A Coordinated Effort To Take Down Flynn — and Trump
Lokhova’s amended complaint details the Halper connection and presents a compelling case that he, along with Andrew and Dearlove — both of whom are connected to British intelligence — coordinated with Brennan and multiple media outlets to paint Lokhova as a spy in order to portray Flynn as, at best, compromised and, at worst, a traitor and Russian compatriot.
While the plot had its roots in 2014, when Lokhova briefly met Flynn, it was not executed until Feb. 19, 2017, when Lokhova’s former mentor, Christopher Andrew, penned a piece for the U.K.’s Sunday Times titled “Impulsive General Misha shoots himself in the foot.” Andrew, the former official historian of the British domestic security system, MI5, used every rhetorical device available to craft a tale of intrigue and espionage.
In his short 635-word article, Andrew turned an uneventful academic dinner into the foundation for the false narrative that Flynn — recast as “General Misha” to serve the Russia-conspiracy angle — had a love interest in a then-yet-unidentified Lokhova, described merely as “a bilingual postgraduate, with dual British-Russian nationality.” Andrew would claim in his article that “by evening’s end [Flynn] had invited her to accompany him on his next official visit to Moscow,” a claim Lokhova denies.
The Wall Street Journal picked up the story, and on March 18, 2017, it repeated the gist of Andrew’s article, while now naming Lokhova as the graduate student who supposedly had caught Flynn’s attention. On March 31, 2017, The Guardian furthered the narrative by reporting that “US intelligence officials had serious concerns about Michael Flynn’s appointment as the White House national security adviser because of his history of contacts with Moscow and his encounter with a woman who had trusted access to Russian spy agency records.” The article also identified Lokhova as the woman of concern.
Had things gone according to plan, those articles connecting the Russian-born, supposed-spy Lokhova with Flynn would have bookended former CIA director Brennan’s testimony before the House Intelligence Committee. On March 7, 2017, it was publicly announced that the House Intelligence Committee would hold an open hearing on the Russia probe, beginning on March 20, 2017. Brennan was set to testify on March 28, 2017, but just days before his scheduled appearance, then-Chairman Devin Nunes unexpectedly postponed the hearings.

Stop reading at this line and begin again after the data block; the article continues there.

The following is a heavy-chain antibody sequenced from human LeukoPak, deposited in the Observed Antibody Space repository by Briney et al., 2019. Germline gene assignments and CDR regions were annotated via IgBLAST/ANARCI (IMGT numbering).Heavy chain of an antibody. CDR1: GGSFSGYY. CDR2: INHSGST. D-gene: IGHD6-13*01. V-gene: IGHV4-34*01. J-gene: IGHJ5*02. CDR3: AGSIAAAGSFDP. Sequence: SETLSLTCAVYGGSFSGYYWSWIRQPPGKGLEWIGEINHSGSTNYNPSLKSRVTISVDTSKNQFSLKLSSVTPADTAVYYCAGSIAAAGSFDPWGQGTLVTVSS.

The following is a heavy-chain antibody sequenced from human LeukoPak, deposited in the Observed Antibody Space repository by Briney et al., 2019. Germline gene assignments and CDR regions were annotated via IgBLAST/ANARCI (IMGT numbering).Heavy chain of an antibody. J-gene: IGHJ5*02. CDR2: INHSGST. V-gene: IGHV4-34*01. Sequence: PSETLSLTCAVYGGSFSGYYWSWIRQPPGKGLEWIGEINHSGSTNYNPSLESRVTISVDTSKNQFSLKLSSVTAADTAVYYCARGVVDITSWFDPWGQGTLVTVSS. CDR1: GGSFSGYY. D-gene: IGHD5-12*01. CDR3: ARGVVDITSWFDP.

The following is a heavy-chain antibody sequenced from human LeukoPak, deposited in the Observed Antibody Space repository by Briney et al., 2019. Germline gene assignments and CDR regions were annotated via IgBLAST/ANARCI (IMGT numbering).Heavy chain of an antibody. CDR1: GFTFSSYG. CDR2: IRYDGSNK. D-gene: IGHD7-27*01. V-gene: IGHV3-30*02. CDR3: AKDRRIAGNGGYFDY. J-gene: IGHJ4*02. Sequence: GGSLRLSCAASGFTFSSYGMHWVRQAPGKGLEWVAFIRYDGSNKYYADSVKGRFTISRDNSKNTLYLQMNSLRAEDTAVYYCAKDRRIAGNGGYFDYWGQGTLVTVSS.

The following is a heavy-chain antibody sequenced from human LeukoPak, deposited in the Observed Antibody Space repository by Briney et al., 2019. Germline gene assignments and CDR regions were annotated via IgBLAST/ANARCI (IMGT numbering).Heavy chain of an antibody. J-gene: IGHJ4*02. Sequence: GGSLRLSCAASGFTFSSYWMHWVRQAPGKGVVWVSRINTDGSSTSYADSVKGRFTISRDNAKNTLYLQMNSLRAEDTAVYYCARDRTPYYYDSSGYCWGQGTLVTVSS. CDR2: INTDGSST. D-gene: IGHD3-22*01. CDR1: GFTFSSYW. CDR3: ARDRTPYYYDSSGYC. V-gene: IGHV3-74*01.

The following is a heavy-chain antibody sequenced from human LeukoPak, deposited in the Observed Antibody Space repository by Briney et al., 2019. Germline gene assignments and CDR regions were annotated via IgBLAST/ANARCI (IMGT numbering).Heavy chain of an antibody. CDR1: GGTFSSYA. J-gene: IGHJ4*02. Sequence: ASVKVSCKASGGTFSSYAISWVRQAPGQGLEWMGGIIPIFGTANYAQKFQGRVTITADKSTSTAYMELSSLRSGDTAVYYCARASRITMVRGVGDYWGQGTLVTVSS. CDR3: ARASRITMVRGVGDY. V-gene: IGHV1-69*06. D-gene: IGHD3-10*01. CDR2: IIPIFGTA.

John Brennan Testifies Before the Intelligence Committee
Two months later, Brennan finally testified before the House Intelligence Committee. He told the members of Congress that he had referred to the FBI information about contacts between Russians and individuals connected to the Trump campaign.
“We were uncovering information and intelligence about interactions and contacts between U.S. persons and the Russians,” Brennan told Rep. Trey Gowdy. “I encountered and am aware of information and intelligence that revealed contacts and interactions between Russian officials and U.S. persons involved in the Trump campaign,” Brennan explained, noting that “as we came upon that, we would share it with the bureau.”
Brennan refused to identify the specific individuals connected with the Trump campaign who also had contacts with Russians. Yet, in her complaint, Lokhova alleged that in that testimony, Brennan, “of course, was expressly referring to Flynn and Lokhova,” and that “the source of Brennan’s ‘intelligence’ was Halper.” Lokhova further alleged that “Brennan passed on Halper’s warning about Flynn and Lokhova to the FBI to be used in the counterintelligence operation against President Trump.”
Lokhova’s complaint provided no support for her claim that Brennan was speaking about Flynn’s interactions with her. But here’s where the timing proves key: Had Brennan appeared before the House Intelligence Committee in March, as planned, his testimony would have followed on the heels of the Wall Street Journal article about Lokhova and Flynn. And Brennan’s testimony mirrored the Wall Street Journal’s angle, so, if the timing had stood, the narrative of a Flynn-Lokhova intrigue and espionage would have stuck.
Specifically, Brennan testified to the House Intelligence Committee that “having been involved in many counterintelligence cases in the past, I know what the Russians try to do. They try to suborn individuals, and they try to get individuals, including U.S. persons, to act on their behalf, either wittingly or unwittingly.” The former CIA director then explained the “tradecraft,” “which is to identify individuals that you think are either very influential or rising stars,” and then “the Russians try to cultivate relationships with [those] individuals.”
“They won’t identify themselves as Russians or as members of the Russian government,” Brennan told the House Committee, but “they will try to develop that personal relationship, and then over time, they will try to get individuals to do things on their behalf. … And these are contacts that might have been totally, totally innocent and benign.”
Brennan then stressed “that Russian intelligence agencies do not hesitate at all to use private companies and Russian persons who are unaffiliated with the Russian government to support their objectives.” And many times, according to Brennan: